THE ANESTHESIA CONVERSION FACTOR AND THE MEDICARE FEE SCHEDULE, 20 YEARS LATER
January 17, 2012
Do you realize that we have just passed the 20th anniversary of the Medicare Fee Schedule? A product of 1989 legislation, the Physician Fee Schedule went into effect on January 1, 1992. (And William Hsiao, PhD, whose study of Resource-Based Relative Value Systems was the foundation for the change from charge-based payment methodology, is still teaching at the Harvard School of Public Health today.)
The national anesthesia conversion factor (CF), unadjusted for geographic practice cost differences, was $13.68 in 1992, and the general CF for other services was $31.00. Twenty years later, the national anesthesia CF is $21.49, and the general CF is $34.04 – at least for the period ending on February 29, 2012. In mid-December, Congress passed the “Middle Class Tax Relief and Job Creation Act,” setting a zero percent update and postponing the scheduled 27.4 percent CF reduction mandated by the Sustainable Growth Rate (SGR) for just two months. If Congress cannot agree on a longer-term deal averting the SGR cuts, Medicare payments will drop as scheduled on March 1st. Anesthesiologists, nurse anesthetists and anesthesiologist assistants should all be listening for calls from the national associations, ASA in particular, for grassroots lobbying to eliminate the SGR and to block the cuts.
Readers who look at the numbers closely will notice two apparent anomalies. First, if there has been a zero percent update, why is the 2012 national CF $21.49, up nearly 1.7 percent from the 2011 CF of $21.05? The answer is that there have been technical changes to the structure of the Fee Schedule. Medicare payments for physician services have not been updated for inflation. The final Fee Schedule regulation for 2012 increases payment, however, for anesthesia and a number of other services by changing values as recommended by the AMA/Specialty Society Relative Value Update Committee (RUC), in budget neutral fashion. Anesthesia also benefits from the continuing transition to new data for the practice expense component of the CF.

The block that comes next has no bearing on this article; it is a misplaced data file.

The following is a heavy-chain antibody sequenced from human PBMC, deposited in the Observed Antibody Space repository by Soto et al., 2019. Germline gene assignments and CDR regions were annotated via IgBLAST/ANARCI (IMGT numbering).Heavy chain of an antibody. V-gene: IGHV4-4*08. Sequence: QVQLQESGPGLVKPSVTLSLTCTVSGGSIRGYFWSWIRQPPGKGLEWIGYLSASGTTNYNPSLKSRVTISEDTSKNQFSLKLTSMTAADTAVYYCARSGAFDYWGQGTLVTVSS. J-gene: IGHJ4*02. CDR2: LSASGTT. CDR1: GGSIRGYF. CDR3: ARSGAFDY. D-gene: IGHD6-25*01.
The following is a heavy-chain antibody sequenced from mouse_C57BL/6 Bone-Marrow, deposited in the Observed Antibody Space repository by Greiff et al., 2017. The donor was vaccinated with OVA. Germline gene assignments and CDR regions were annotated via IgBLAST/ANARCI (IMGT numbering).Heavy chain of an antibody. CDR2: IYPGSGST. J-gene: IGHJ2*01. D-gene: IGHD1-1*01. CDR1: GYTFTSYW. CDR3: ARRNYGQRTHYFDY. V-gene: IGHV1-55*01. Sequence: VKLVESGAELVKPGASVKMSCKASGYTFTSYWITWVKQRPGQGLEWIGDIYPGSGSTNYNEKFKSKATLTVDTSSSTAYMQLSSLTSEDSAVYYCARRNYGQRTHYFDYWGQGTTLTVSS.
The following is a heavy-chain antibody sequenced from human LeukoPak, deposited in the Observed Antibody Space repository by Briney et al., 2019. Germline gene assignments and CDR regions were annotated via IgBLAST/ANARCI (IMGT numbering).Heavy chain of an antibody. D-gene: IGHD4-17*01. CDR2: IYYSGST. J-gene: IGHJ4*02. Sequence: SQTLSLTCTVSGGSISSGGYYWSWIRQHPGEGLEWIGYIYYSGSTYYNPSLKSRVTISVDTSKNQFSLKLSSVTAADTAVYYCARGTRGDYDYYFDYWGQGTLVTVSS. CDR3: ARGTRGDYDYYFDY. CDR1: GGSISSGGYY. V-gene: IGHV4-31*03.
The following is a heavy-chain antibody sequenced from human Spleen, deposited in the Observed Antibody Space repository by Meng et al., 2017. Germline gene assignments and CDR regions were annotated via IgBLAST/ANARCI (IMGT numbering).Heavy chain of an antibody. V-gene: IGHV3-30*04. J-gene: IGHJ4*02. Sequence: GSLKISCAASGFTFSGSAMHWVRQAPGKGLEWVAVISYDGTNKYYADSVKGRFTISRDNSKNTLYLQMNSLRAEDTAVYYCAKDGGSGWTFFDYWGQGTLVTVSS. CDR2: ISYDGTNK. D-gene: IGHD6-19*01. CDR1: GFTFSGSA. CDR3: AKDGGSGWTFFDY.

Second, the percentage change in the anesthesia CF between 1992 and 2012 is quite a bit larger than the increase in the general CF. This does not mean that anesthesia has fared better under the Fee Schedule than other types of services. No other specialty’s Medicare payments plunged as sharply as anesthesiology’s upon implementation of the Fee Schedule – from $19.27 in 1991 to $13.68 in 1992, a drop of 29 percent. After 1992, the relative values for different types of services were adjusted at different times using varying methodologies and data. Despite the larger percentage increase over the past 20 years, it is still the case that Medicare payments for anesthesia lag those for other services relative to commercial payments.
A copy of the January-February 2012 actual anesthesia CFs for the 90 different localities may be downloaded here.
Enhanced Fraud & Abuse Scrutiny
The government gives, and the government takes away. A sizeable share of Medicare and Medicaid payments to providers results from error, or is siphoned off by fraud. Medicare fee-for-service alone paid more than $28.8 billion in improper claims during fiscal 2011, according to Jack Lew, the director of the White House Office of Management and Budget, whose new position as Chief of Staff was announced by President Obama on January 9th. Two years ago, the President directed Health and Human Services (HHS) to cut the Medicare payment error in half. HHS has made progress, but is nowhere near the 50 percent mark.
The Justice Department reported that it had launched 1,235 health care fraud prosecutions in 2011, a record number. It estimates that fraud, as distinct from error, costs Medicare and Medicaid about $90 billion per year.